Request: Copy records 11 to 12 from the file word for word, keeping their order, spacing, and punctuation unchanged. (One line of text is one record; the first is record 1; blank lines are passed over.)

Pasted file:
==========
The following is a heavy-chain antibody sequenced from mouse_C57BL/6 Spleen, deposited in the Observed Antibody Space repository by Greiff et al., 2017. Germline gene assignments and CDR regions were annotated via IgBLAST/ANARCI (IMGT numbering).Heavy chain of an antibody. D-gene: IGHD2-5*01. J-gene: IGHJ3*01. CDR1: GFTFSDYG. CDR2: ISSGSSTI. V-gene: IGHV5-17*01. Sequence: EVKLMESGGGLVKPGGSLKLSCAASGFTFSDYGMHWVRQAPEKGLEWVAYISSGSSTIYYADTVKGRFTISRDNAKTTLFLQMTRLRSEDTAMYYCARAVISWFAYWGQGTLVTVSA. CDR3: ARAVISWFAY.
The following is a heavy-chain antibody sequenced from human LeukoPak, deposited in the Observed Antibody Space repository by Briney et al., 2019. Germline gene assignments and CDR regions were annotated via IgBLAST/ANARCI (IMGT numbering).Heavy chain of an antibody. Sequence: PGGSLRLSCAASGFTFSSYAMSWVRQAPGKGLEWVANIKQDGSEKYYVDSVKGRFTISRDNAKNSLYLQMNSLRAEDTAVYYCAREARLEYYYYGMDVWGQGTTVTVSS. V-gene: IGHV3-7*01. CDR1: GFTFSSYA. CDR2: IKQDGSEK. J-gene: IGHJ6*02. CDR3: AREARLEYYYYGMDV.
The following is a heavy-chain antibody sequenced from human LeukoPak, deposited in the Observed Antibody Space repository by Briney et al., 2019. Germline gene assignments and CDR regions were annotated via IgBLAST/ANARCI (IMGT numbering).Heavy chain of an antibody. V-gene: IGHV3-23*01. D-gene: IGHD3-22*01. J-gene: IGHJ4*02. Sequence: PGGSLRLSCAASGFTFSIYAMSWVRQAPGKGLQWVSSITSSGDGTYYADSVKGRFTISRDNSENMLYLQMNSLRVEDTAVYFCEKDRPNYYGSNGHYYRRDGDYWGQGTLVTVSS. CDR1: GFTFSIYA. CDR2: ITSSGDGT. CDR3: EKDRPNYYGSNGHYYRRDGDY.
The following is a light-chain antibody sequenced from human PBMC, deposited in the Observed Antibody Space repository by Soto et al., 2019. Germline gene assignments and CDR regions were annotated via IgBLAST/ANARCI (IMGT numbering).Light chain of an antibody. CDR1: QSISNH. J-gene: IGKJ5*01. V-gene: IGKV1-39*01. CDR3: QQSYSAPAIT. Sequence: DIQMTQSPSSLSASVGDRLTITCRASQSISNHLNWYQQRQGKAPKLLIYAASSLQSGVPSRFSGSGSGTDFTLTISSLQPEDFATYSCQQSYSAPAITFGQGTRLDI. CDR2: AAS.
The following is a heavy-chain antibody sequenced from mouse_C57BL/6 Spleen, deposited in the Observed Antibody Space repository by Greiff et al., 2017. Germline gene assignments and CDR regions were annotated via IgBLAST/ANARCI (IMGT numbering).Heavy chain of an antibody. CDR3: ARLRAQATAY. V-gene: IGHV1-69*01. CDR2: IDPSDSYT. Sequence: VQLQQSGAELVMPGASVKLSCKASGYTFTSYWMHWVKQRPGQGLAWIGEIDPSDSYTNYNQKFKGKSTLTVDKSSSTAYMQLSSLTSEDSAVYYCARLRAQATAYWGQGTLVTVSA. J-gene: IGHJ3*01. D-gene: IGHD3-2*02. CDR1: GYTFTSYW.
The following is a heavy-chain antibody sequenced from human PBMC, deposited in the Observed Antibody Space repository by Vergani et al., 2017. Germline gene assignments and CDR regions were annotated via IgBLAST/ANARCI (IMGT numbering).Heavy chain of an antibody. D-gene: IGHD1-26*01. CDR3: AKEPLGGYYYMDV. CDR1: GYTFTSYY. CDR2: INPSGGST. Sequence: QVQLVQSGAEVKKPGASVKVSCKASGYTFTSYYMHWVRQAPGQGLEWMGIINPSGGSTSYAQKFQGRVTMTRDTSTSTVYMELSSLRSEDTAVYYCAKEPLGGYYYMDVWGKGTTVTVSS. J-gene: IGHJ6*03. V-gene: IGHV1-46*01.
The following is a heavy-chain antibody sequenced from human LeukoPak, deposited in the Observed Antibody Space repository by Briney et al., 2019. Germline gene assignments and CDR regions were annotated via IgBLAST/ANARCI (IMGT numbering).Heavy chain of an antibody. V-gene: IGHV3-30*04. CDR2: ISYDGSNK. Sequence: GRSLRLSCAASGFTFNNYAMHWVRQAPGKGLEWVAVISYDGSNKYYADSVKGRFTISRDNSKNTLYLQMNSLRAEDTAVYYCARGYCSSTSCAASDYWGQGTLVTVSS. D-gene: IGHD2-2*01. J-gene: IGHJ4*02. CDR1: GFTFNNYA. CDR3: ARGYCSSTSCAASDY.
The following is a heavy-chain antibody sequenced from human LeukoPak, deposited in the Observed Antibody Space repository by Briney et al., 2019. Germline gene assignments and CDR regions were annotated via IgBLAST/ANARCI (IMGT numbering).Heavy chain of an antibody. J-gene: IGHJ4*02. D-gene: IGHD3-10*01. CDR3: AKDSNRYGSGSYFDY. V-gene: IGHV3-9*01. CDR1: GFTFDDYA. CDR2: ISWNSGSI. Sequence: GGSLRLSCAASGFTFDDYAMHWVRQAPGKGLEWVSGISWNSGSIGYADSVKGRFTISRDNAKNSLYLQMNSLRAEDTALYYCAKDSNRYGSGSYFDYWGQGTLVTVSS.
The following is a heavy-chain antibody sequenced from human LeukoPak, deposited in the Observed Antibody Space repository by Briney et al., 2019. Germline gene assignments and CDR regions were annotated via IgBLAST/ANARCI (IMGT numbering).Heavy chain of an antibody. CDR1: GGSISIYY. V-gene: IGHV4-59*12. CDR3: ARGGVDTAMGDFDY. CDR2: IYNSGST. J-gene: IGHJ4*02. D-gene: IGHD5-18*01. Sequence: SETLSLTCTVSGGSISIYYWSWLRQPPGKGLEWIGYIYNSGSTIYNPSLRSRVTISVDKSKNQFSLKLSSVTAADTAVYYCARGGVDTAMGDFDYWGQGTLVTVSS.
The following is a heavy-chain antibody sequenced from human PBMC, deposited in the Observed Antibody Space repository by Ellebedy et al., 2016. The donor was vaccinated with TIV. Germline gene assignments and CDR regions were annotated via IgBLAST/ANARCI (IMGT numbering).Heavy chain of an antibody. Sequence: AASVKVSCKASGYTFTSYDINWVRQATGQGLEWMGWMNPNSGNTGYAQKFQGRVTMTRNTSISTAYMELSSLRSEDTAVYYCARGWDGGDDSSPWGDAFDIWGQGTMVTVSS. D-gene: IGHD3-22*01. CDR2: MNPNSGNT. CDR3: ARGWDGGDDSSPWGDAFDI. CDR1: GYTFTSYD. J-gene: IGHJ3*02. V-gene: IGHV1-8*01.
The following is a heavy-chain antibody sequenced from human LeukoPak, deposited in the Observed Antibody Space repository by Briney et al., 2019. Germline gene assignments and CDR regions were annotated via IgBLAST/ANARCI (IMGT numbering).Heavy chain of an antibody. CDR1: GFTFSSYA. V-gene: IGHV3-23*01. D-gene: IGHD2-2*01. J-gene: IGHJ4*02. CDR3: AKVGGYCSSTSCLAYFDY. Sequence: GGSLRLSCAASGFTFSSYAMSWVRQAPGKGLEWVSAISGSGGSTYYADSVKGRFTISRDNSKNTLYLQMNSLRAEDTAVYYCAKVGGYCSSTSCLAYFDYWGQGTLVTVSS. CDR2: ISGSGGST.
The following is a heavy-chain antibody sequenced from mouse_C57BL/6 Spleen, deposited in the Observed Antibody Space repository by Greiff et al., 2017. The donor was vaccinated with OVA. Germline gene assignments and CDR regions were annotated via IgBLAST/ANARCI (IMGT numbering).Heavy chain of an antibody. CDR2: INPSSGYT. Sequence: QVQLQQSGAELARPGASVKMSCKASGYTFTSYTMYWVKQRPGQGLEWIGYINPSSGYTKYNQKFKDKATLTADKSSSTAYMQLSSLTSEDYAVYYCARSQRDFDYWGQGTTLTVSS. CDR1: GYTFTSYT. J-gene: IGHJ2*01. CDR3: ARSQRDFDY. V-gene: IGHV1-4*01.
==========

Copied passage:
The following is a heavy-chain antibody sequenced from human LeukoPak, deposited in the Observed Antibody Space repository by Briney et al., 2019. Germline gene assignments and CDR regions were annotated via IgBLAST/ANARCI (IMGT numbering).Heavy chain of an antibody. CDR1: GFTFSSYA. V-gene: IGHV3-23*01. D-gene: IGHD2-2*01. J-gene: IGHJ4*02. CDR3: AKVGGYCSSTSCLAYFDY. Sequence: GGSLRLSCAASGFTFSSYAMSWVRQAPGKGLEWVSAISGSGGSTYYADSVKGRFTISRDNSKNTLYLQMNSLRAEDTAVYYCAKVGGYCSSTSCLAYFDYWGQGTLVTVSS. CDR2: ISGSGGST.
The following is a heavy-chain antibody sequenced from mouse_C57BL/6 Spleen, deposited in the Observed Antibody Space repository by Greiff et al., 2017. The donor was vaccinated with OVA. Germline gene assignments and CDR regions were annotated via IgBLAST/ANARCI (IMGT numbering).Heavy chain of an antibody. CDR2: INPSSGYT. Sequence: QVQLQQSGAELARPGASVKMSCKASGYTFTSYTMYWVKQRPGQGLEWIGYINPSSGYTKYNQKFKDKATLTADKSSSTAYMQLSSLTSEDYAVYYCARSQRDFDYWGQGTTLTVSS. CDR1: GYTFTSYT. J-gene: IGHJ2*01. CDR3: ARSQRDFDY. V-gene: IGHV1-4*01.